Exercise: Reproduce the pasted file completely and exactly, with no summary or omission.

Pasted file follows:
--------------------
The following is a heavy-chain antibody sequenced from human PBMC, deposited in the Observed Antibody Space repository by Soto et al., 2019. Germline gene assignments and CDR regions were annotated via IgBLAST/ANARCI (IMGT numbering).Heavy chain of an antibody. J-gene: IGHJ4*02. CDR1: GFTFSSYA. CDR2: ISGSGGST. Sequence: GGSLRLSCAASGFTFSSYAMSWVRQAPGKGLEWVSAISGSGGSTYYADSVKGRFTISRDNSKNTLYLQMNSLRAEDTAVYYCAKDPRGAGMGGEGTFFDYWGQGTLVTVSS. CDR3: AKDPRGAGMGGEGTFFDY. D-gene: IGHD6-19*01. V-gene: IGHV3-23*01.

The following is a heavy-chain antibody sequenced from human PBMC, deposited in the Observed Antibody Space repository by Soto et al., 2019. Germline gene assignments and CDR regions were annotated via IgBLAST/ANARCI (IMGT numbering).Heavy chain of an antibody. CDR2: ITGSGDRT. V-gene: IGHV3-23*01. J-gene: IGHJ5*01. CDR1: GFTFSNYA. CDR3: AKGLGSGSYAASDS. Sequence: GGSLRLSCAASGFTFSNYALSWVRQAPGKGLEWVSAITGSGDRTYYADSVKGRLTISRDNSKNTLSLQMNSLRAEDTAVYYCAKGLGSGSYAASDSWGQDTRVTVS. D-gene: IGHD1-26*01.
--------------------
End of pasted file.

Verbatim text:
The following is a heavy-chain antibody sequenced from human PBMC, deposited in the Observed Antibody Space repository by Soto et al., 2019. Germline gene assignments and CDR regions were annotated via IgBLAST/ANARCI (IMGT numbering).Heavy chain of an antibody. J-gene: IGHJ4*02. CDR1: GFTFSSYA. CDR2: ISGSGGST. Sequence: GGSLRLSCAASGFTFSSYAMSWVRQAPGKGLEWVSAISGSGGSTYYADSVKGRFTISRDNSKNTLYLQMNSLRAEDTAVYYCAKDPRGAGMGGEGTFFDYWGQGTLVTVSS. CDR3: AKDPRGAGMGGEGTFFDY. D-gene: IGHD6-19*01. V-gene: IGHV3-23*01.

The following is a heavy-chain antibody sequenced from human PBMC, deposited in the Observed Antibody Space repository by Soto et al., 2019. Germline gene assignments and CDR regions were annotated via IgBLAST/ANARCI (IMGT numbering).Heavy chain of an antibody. CDR2: ITGSGDRT. V-gene: IGHV3-23*01. J-gene: IGHJ5*01. CDR1: GFTFSNYA. CDR3: AKGLGSGSYAASDS. Sequence: GGSLRLSCAASGFTFSNYALSWVRQAPGKGLEWVSAITGSGDRTYYADSVKGRLTISRDNSKNTLSLQMNSLRAEDTAVYYCAKGLGSGSYAASDSWGQDTRVTVS. D-gene: IGHD1-26*01.